Third president of Austria’s lower house of parliament; former presidential candidate, Freedom Party of Austria
Norbert Hofer supports the idea that Austria must act independently of the European Union. Some refer to the third president of the National Council as Austria’s Donald Trump; some accuse him of holding neo-Nazi views. Tweeting in the early hours of the results, Hofer said, “#Brexit What an exciting night. The EU must break new ground if you want to survive.” He lost a cliffhanger presidential election in May by 0.3 percent of the vote.
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Tom Van Grieken
Party councillor, party board, national chairman, Vlaams Belang
Tom Van Grieken is the 29-year-old leader of Belgium’s far-right Flemish nationalist party, Vlaams Belang, which advocates splitting Belgium into Dutch and French-speaking nations. Campaigning on an anti-immigrant platform, Van Grieken and his party say they want a Flexit – or Flemish exit – if the EU fails to listen to their anti-immigration message.
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Kristian Thulesen Dahl
Leader, Danish People’s Party
Congratulating the British in a Facebook post, Kristian Thulesen Dahl said, “The EU has taken too much power from the states and is now paying the price.” The DPP opposes the European Union, saying, “We will not allow Denmark to surrender its sovereignty.” The DPP supports alliances with NATO and the U.N. Many see Denmark as the next potential departure from the EU.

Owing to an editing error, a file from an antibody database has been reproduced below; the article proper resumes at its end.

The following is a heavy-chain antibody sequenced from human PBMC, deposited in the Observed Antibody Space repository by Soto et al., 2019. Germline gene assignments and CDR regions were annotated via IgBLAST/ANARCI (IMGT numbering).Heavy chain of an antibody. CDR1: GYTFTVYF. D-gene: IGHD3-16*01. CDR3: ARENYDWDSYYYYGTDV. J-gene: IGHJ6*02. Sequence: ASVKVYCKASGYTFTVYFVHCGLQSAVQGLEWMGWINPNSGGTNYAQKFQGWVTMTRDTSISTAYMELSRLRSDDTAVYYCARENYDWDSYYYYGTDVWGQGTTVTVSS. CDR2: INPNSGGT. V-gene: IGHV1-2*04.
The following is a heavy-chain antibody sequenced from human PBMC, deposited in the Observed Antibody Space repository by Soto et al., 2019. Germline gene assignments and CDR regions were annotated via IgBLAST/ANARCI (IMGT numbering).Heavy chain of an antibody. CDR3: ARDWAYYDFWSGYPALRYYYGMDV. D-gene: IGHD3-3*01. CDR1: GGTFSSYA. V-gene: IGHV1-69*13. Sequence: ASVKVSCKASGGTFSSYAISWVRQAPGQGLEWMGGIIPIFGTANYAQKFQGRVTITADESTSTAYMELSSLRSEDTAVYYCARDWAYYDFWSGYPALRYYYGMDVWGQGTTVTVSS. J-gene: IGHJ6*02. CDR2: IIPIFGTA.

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Marine Le Pen
President of the National Front; member of the European Parliament, the National Front
Marine Le Pen celebrated Brexit, urging France to vote for a referendum on the country’s membership with the European Union. She is surging in the polls ahead of France’s 2017 presidential election. Opinion polls show France’s dissatisfaction with the European Union is greater than Britain’s.
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Chairwoman, Alternative for Germany party
“The time is ripe for a New Europe,” Frauke Petry tweeted Friday. In a response to Brexit, Petry warns the European Union that more nations will follow the British and “reclaim their sovereignty” if changes are not made. Her party is poised to win big in German parliamentary elections next year.
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Prime minister of Hungary, national conservative Fidesz party
The far-right, anti-immigrant Prime Minister Viktor Orban shut Hungary to refugees last year, exacerbating the crisis. In Britain, “the decisive issue was the question of immigration,” Orban said in a radio interview on Friday. “Europe can only be strong if answers are given to the questions of great significance, like immigration, that strengthen it, not weaken it.”
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Founder, Italian Five Star Movement
Beppe Grillo, a comedian-turned-politician in Italy who founded the Five Star Movement political party in 2009, has electrified voters fed up with their country’s old-style politicians. A 37-year-old Five Star politician was elected the first female mayor of Rome this month, and another Five Star candidate won the same office in Turin.
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Founder, Dutch Party for Freedom
Geert Wilders took to social media with excitement over the British leaving the EU with a tweet saying, “Hurrah for the British! Now it is our turn. Time for a Dutch referendum!” Referring to Brexit as “Britain’s Independence Day,” Wilders says Britain is paving the way for the liberation of European countries.
(c) 2016, The Washington Post · Stephanie Stamm, Michael Birnbaum, Anthony Faiola